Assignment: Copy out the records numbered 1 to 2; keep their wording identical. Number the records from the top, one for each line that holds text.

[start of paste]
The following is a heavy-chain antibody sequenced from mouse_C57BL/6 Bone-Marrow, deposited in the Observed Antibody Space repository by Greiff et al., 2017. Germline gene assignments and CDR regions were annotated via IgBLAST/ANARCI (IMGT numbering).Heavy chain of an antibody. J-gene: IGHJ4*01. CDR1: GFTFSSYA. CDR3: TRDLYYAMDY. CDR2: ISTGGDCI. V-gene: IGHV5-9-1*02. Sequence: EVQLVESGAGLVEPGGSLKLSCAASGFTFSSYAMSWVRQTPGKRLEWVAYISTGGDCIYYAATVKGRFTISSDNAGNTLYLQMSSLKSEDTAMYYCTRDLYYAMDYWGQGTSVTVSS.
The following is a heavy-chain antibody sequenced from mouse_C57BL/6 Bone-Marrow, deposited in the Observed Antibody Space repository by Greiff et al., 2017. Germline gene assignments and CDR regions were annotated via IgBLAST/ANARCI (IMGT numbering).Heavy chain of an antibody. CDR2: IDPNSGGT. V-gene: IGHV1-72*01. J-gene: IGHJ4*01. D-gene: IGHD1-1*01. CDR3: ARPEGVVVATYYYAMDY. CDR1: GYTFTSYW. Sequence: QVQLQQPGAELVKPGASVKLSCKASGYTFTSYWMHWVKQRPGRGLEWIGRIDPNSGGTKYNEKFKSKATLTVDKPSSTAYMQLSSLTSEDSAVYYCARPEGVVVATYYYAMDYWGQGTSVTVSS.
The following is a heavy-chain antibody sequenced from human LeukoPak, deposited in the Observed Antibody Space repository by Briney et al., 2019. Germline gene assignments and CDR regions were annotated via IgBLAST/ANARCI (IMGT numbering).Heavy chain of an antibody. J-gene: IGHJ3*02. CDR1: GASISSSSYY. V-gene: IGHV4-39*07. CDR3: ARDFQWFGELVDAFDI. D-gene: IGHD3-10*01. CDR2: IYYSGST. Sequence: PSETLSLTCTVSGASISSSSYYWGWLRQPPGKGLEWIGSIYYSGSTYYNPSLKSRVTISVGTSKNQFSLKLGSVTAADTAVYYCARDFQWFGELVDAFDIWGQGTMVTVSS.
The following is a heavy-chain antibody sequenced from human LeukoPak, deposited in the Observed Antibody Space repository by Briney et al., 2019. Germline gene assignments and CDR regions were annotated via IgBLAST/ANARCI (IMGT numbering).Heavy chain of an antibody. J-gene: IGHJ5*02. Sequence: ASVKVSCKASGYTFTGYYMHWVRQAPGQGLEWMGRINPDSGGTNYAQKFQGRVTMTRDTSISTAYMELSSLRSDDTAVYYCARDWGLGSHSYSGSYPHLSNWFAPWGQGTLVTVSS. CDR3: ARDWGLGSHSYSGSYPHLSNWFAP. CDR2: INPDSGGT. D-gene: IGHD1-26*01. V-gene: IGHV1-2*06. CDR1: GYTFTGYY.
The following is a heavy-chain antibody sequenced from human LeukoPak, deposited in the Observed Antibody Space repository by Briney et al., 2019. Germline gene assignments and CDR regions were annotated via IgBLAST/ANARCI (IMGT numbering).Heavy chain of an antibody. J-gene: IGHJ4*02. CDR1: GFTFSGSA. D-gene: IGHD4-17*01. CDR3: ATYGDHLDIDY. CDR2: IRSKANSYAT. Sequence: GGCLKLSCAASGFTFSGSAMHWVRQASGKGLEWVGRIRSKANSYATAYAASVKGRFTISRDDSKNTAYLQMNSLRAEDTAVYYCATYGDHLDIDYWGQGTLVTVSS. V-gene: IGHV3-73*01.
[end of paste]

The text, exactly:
The following is a heavy-chain antibody sequenced from mouse_C57BL/6 Bone-Marrow, deposited in the Observed Antibody Space repository by Greiff et al., 2017. Germline gene assignments and CDR regions were annotated via IgBLAST/ANARCI (IMGT numbering).Heavy chain of an antibody. J-gene: IGHJ4*01. CDR1: GFTFSSYA. CDR3: TRDLYYAMDY. CDR2: ISTGGDCI. V-gene: IGHV5-9-1*02. Sequence: EVQLVESGAGLVEPGGSLKLSCAASGFTFSSYAMSWVRQTPGKRLEWVAYISTGGDCIYYAATVKGRFTISSDNAGNTLYLQMSSLKSEDTAMYYCTRDLYYAMDYWGQGTSVTVSS.
The following is a heavy-chain antibody sequenced from mouse_C57BL/6 Bone-Marrow, deposited in the Observed Antibody Space repository by Greiff et al., 2017. Germline gene assignments and CDR regions were annotated via IgBLAST/ANARCI (IMGT numbering).Heavy chain of an antibody. CDR2: IDPNSGGT. V-gene: IGHV1-72*01. J-gene: IGHJ4*01. D-gene: IGHD1-1*01. CDR3: ARPEGVVVATYYYAMDY. CDR1: GYTFTSYW. Sequence: QVQLQQPGAELVKPGASVKLSCKASGYTFTSYWMHWVKQRPGRGLEWIGRIDPNSGGTKYNEKFKSKATLTVDKPSSTAYMQLSSLTSEDSAVYYCARPEGVVVATYYYAMDYWGQGTSVTVSS.